Each time I review 1st year grammar, it seems like something else 'sticks out' as significant. I pick up one more detail which I missed before. And this knowledge of seemingly trivial matters begins to accumulate. I make more connections between issues of grammar/morphology as I move through a particular passage than before. I hope this compounding will continue on the quest to read the Greek NT like a native, of course, for the purpose of accurately hearing God speak in Scripture and proclaiming His revelation precisely to others.
Monday, August 11, 2008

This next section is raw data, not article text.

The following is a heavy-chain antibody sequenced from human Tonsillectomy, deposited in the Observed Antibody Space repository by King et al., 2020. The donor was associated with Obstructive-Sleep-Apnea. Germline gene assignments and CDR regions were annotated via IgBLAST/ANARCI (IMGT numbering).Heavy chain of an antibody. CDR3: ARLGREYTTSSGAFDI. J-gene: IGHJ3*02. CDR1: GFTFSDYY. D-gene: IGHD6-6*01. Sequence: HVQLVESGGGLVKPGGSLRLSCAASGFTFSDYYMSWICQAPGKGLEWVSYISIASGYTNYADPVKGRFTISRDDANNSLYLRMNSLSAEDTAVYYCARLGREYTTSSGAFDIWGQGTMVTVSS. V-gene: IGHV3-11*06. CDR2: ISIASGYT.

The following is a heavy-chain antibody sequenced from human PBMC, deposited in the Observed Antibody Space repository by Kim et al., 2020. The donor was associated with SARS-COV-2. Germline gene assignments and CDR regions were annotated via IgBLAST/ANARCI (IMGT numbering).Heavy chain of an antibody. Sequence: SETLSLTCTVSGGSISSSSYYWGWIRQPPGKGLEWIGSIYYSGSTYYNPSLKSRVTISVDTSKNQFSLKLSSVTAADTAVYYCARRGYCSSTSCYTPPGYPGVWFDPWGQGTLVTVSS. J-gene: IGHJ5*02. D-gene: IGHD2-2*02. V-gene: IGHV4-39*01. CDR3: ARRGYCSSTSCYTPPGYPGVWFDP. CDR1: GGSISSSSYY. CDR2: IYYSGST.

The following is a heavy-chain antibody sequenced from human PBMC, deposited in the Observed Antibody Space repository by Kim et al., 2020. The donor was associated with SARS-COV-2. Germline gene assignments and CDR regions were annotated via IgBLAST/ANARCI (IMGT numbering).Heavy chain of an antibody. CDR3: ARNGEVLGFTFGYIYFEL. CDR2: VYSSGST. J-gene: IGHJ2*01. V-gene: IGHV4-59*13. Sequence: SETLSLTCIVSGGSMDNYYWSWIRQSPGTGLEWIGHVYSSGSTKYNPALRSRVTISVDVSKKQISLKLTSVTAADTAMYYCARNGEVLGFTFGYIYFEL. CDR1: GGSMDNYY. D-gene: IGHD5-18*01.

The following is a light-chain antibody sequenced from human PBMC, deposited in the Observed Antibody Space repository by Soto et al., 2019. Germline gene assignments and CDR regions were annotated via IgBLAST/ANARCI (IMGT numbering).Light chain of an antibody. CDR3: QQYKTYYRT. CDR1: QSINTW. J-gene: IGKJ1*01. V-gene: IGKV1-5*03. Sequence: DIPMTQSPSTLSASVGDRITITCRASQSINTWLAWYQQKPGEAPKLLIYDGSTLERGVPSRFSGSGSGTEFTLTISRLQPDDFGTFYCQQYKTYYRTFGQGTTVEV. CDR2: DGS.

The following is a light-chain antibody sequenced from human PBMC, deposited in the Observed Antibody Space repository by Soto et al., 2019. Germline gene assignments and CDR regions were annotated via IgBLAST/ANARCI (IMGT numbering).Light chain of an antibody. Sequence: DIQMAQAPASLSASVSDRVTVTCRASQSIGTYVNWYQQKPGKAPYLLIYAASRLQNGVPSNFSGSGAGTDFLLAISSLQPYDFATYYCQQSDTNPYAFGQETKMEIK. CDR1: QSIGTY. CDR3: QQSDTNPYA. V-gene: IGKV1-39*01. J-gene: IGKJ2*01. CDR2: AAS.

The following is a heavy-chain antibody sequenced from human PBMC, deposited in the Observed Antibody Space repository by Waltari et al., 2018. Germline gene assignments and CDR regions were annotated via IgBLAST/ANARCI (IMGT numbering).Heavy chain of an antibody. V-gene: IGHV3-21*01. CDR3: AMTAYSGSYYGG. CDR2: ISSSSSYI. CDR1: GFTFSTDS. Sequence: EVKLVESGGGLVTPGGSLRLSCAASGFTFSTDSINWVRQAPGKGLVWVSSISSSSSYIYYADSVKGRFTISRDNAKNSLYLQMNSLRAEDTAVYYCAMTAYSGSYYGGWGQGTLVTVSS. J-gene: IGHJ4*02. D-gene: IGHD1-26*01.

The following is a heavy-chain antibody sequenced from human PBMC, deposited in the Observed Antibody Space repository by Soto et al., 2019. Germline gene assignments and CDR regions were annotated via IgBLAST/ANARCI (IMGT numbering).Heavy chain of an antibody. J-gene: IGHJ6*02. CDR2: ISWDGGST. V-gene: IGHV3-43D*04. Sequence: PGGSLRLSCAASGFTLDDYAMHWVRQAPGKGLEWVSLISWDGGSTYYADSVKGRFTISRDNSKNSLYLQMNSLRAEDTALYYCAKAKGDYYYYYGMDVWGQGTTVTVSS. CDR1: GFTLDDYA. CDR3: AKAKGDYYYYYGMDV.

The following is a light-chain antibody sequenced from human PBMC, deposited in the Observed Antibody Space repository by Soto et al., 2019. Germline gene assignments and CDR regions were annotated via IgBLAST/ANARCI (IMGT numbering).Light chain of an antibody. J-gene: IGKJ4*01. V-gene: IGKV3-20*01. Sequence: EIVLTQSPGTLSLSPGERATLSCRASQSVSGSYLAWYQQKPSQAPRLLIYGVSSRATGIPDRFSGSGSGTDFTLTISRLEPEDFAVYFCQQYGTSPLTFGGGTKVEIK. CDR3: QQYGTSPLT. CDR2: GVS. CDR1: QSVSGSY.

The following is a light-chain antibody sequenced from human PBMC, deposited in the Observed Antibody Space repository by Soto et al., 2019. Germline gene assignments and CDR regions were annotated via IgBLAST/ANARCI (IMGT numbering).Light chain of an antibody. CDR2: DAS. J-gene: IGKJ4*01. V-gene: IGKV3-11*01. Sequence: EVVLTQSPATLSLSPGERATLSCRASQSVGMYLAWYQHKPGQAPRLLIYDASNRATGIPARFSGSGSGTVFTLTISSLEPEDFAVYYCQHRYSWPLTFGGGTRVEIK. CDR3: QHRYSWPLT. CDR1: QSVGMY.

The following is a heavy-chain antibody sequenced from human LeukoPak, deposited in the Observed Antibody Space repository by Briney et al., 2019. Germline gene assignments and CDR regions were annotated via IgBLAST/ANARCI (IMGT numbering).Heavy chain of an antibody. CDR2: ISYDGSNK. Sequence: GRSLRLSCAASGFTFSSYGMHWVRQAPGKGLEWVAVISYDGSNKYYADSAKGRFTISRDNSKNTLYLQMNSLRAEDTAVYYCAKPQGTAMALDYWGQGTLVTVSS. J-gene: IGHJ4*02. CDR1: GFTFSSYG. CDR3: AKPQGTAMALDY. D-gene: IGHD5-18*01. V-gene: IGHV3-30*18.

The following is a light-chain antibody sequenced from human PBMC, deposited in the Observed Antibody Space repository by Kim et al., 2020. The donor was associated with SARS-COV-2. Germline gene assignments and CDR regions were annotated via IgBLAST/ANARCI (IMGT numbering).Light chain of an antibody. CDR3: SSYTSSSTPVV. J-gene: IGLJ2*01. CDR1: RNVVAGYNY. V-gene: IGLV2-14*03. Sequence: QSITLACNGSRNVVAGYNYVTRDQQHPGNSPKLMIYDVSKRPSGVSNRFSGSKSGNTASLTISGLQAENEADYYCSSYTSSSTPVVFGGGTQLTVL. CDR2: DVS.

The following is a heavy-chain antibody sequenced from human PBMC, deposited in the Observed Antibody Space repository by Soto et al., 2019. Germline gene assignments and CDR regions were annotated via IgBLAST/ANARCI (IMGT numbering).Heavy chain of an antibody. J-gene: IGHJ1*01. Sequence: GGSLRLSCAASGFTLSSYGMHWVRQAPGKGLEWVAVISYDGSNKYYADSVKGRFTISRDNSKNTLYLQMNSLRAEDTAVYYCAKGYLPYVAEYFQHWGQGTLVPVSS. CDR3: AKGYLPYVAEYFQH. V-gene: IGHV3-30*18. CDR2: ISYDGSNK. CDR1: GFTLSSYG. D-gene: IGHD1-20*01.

Though I focused on Greek in my B.A. at Calvary Bible College, as well as my M.A. Midwestern Baptist, I find it helpful to review 1st-year Greek semi-consistently. Perhaps this is telling on the time I find to spend in the Greek text itself :( More likely, however, this reveals how hard I studied and reviewed during that first year in Greek (not enough)! But there are always small matters of Grammar about which Mounce (Basics of Biblical Greek Grammar) reminds me. These are usually small things that are easy to forget, such as the fact that the genitive case ending in the second declension is actually omicron, not upsilon, or the fact that the second declension accusative plural ending is actually nu-sigma, not upsilon-sigma. These seem like trivial matters of morphology and grammar, but it seems that these minor details show up here and there as one works through various passages of the NT.